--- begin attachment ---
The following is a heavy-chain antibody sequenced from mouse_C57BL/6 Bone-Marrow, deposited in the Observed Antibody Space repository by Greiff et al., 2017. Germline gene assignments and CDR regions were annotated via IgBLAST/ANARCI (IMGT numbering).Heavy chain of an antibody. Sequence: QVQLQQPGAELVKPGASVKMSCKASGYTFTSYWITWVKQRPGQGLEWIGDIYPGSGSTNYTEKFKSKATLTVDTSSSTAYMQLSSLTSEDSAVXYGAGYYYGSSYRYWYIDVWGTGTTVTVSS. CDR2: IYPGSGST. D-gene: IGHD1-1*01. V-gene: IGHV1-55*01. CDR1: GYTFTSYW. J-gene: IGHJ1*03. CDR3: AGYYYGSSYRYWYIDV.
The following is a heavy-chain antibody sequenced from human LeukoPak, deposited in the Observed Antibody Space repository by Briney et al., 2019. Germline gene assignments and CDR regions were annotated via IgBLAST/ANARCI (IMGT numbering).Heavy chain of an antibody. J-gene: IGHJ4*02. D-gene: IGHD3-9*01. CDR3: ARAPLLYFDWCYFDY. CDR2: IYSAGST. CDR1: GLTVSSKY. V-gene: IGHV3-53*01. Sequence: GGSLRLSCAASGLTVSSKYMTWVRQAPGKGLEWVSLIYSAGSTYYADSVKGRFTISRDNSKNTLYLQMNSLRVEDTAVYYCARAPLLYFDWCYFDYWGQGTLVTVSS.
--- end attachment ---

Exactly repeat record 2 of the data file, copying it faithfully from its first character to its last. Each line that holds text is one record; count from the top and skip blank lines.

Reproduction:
The following is a heavy-chain antibody sequenced from human LeukoPak, deposited in the Observed Antibody Space repository by Briney et al., 2019. Germline gene assignments and CDR regions were annotated via IgBLAST/ANARCI (IMGT numbering).Heavy chain of an antibody. J-gene: IGHJ4*02. D-gene: IGHD3-9*01. CDR3: ARAPLLYFDWCYFDY. CDR2: IYSAGST. CDR1: GLTVSSKY. V-gene: IGHV3-53*01. Sequence: GGSLRLSCAASGLTVSSKYMTWVRQAPGKGLEWVSLIYSAGSTYYADSVKGRFTISRDNSKNTLYLQMNSLRVEDTAVYYCARAPLLYFDWCYFDYWGQGTLVTVSS.